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Ask Dr. Michael Salkin Your Own Question
Dr. Michael Salkin
Dr. Michael Salkin, Veterinarian
Category: Bird
Satisfied Customers: 27408
Experience:  University of California at Davis graduate veterinarian with 44 years of experience
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I'm a new bird owner. I've had a little canary bird for a

Customer Question

Hi, I'm a new bird owner. I've had a little canary bird for a couple of months now. It dawned on me yesterday that he has been a lot quitter lately, no singing. And he is sitting around puffed up a lot. But not normal puffed up, more puffed up like he is sitting on a nest. And he is sitting like that on the floor of his cage. Not all of the time but... His eye look bright. So after a little research I found out about molting. I didn't no about that. So I went to the store and bought molting food and some B vitamin water drops. Also, some gravel in case it is his tummy. He seems to be eating fine and I have seen him drink wither he is drinking less I don't know. His cage sits in a TV hole above a fireplace that is not in use. So I placed a lamp, minus the shade, up there yesterday for warmth. With all of this he seems to be a little more active as far as eating but still no singing and he isn't hopping around the cage. He is no longer sitting on the floor now he sits puffed up up by the light bulb. He just eat, afterwards scratched his beak on scratch paper sat in his swing for a few seconds and is now back up by the light bulb. How can I tell if this is molting, respiratory or what? I never paid attention to his breathing before so I can't tell if he is breathing heavy, fast or normal.
Submitted: 9 months ago.
Category: Bird
Expert:  Dr. Michael Salkin replied 9 months ago.

I'm sorry to hear of this with your canary. It's important to note that once a canary acts ill it's already quite ill and in need of the attention of an avian-oriented vet (please see here: www.aav.org). This is a protective mechanism because sick birds are attacked by other birds in the wild. His symptoms of malaise and being puffed up ("fluffed") are important symptoms but they're not pathognomonic (specifically indicative) of any one particular disorder.

An avian-oriented vet might first treat symptomatically and supportively by providing supplemental fluids and electrolytes by needle and tube feeding a "recovery" food. Blood tests and cultures of your canary's choana - the slit between his oral cavity and nose - and cloaca (vent) may be taken. Whole body X-rays can be quite helpful as well.

I'm pleased to hear that you've heated up his environment. Placing him in an area heated to 85F by means of a 100W bulb shined into his partially covered cage (not at night when he needs to rest) or by taping a heating pad set on its lowest setting to the sides of his cage is smart. If he appears weakened remove his perches and put his food and water on the bottom of the cage along with him. I'm also pleased to hear that you began administering a water soluble avian vitamin supplement. Oasis brand is a good choice and should be added to his water at half of the recommended dose so as not to make his water distasteful. Add a calcium supplement such as Calcivet or Calciboost to his water as well. These supplements are available in pet/feed stores. Avoid over the counter antibiotics designed to be placed in his water. They won't be effective if only because an ill bird won't drink enough to medicate itself properly.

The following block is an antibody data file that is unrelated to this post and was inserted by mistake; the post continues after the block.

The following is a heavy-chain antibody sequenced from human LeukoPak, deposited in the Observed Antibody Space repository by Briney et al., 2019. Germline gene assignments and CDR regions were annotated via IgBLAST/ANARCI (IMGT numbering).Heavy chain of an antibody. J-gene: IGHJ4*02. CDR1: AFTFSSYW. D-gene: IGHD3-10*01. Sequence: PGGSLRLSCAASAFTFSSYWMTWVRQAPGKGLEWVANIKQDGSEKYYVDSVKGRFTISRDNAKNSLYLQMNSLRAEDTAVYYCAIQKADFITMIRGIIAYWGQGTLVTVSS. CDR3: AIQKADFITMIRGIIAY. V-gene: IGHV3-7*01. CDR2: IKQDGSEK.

Nutritional imbalances are a common cause of illness in our pet birds. Molting is a particularly stressful time because of its nutritional demands. What has his diet consisted of, please? Seeds should compose less than 20% of his diet. Molting foods are mostly just a different mixture of seeds. A diet of mainly seed and nuts has excessive fat, carbohydrates, and phosphorus; marginal protein; adequate vitamin E, and are deficient in amino acids, calcium, available phosphorus, sodium, manganese, zinc, iron, vitamins A, D3 (necessary for efficient absorption of calcium), K, and B12, riboflavin, pantothenic acid, choline, and available niacin. Ideally, a balanced pelleted diet such as can be found here: www.harrisonsbirdfoods.com or here: www.lafeber.com/pet-birds should be fed as well as hard boiled egg yolk, pancakes and cornbread, the tops of fresh greens, dairy products such as yogurt and cheese, fresh fruits such as apples, pears, melon, kiwi, and berries, vegetables such as broccoli, carrots, beets, asparagus, cabbage, sweet potato, and squash, and even tiny pieces of meat.